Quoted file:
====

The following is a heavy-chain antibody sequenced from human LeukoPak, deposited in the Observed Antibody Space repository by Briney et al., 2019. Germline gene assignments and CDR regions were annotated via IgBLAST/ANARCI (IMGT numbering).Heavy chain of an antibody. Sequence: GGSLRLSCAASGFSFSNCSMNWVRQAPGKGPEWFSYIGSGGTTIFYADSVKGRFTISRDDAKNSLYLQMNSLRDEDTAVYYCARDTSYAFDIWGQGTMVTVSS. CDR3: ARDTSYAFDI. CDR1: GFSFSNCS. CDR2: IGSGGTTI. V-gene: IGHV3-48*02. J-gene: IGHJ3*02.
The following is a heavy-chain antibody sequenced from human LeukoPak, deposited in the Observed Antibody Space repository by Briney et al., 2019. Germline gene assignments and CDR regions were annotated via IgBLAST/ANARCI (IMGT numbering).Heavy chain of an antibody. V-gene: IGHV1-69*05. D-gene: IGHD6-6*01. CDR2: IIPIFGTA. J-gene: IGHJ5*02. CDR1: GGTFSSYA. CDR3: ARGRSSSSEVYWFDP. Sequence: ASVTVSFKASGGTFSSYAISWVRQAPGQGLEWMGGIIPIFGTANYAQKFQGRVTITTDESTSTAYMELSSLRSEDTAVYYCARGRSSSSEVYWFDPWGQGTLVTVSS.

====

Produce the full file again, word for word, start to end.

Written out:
The following is a heavy-chain antibody sequenced from human LeukoPak, deposited in the Observed Antibody Space repository by Briney et al., 2019. Germline gene assignments and CDR regions were annotated via IgBLAST/ANARCI (IMGT numbering).Heavy chain of an antibody. Sequence: GGSLRLSCAASGFSFSNCSMNWVRQAPGKGPEWFSYIGSGGTTIFYADSVKGRFTISRDDAKNSLYLQMNSLRDEDTAVYYCARDTSYAFDIWGQGTMVTVSS. CDR3: ARDTSYAFDI. CDR1: GFSFSNCS. CDR2: IGSGGTTI. V-gene: IGHV3-48*02. J-gene: IGHJ3*02.
The following is a heavy-chain antibody sequenced from human LeukoPak, deposited in the Observed Antibody Space repository by Briney et al., 2019. Germline gene assignments and CDR regions were annotated via IgBLAST/ANARCI (IMGT numbering).Heavy chain of an antibody. V-gene: IGHV1-69*05. D-gene: IGHD6-6*01. CDR2: IIPIFGTA. J-gene: IGHJ5*02. CDR1: GGTFSSYA. CDR3: ARGRSSSSEVYWFDP. Sequence: ASVTVSFKASGGTFSSYAISWVRQAPGQGLEWMGGIIPIFGTANYAQKFQGRVTITTDESTSTAYMELSSLRSEDTAVYYCARGRSSSSEVYWFDPWGQGTLVTVSS.